CCA called on California governor Arnold Schwarzennegger to veto SB 823, legislation to regulate career colleges in the state.
CCA agreed that a regulatory oversight regime is needed to protect the interests of students and noted that it supports reasonable regulation. In the letter, CCA President Harris N. Miller noted, however, “…SB 823 would impose a regulatory regime on career colleges that is complex, costly, confusing and ultimately counterproductive. CCA member schools operate in all 50 states and Puerto Rico, and, without doubt, I can tell you that if SB 823 becomes law, California will have the most complex and convoluted regulatory scheme in the country.”
The Association placed problems with the bill into four major categories:
BeautySchool.com has turned over a new leaf – and this time, it’s all about going green. Since undergoing an extensive redesign earlier this year, the site has made a commitment to provide sound, useful information on "going green" and using eco-friendly beauty products.
The "Highlights" section of the site …
The companies agreed to new standards that ban solicitations designed to look like they were from the government; prohibit advertising interest rates unavailable to most of …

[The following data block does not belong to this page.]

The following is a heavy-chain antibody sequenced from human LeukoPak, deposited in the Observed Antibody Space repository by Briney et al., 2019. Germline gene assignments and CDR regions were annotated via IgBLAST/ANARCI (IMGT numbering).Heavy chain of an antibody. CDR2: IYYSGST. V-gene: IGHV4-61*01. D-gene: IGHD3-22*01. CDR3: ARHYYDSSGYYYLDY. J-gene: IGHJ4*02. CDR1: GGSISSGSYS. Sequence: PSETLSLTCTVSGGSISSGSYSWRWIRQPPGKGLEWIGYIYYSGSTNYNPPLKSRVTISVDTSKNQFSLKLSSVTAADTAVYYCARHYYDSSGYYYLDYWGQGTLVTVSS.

Opinions on the impact of New York Attorney General Andrew Cuomo’s investigation into the student loan industry (which reared its head again Tuesday — see related article) vary widely. Supporters champion it as having shined a light on sleazy practices in which some lenders and colleges engaged, and as ultimately helping …
Students at colleges and universities using eCollege now have seamless access to audio, video and other online class resources, under the terms of an agreement with Cdigix, the leading provider of ric
Indiana Business College, its name notwithstanding, plans to open a campus in Columbus, Ohio.
Laureate Education, Inc. has named Neal Cohen president and chief operating officer. He will report directly to Douglas Becker, chairman and chief executive officer of Laureate Education.
As classes resume this fall, nearly 2 million college students will be attending school without leaving home.
Education stocks are considered a safe play in a bad economy, the theory being that laid-off workers will head back to school to learn new skills and fill in the hours between job applications.
The outlook is bleak for those fresh-faced college kids trying to get ahead because many of them will not be able to get student loans this year.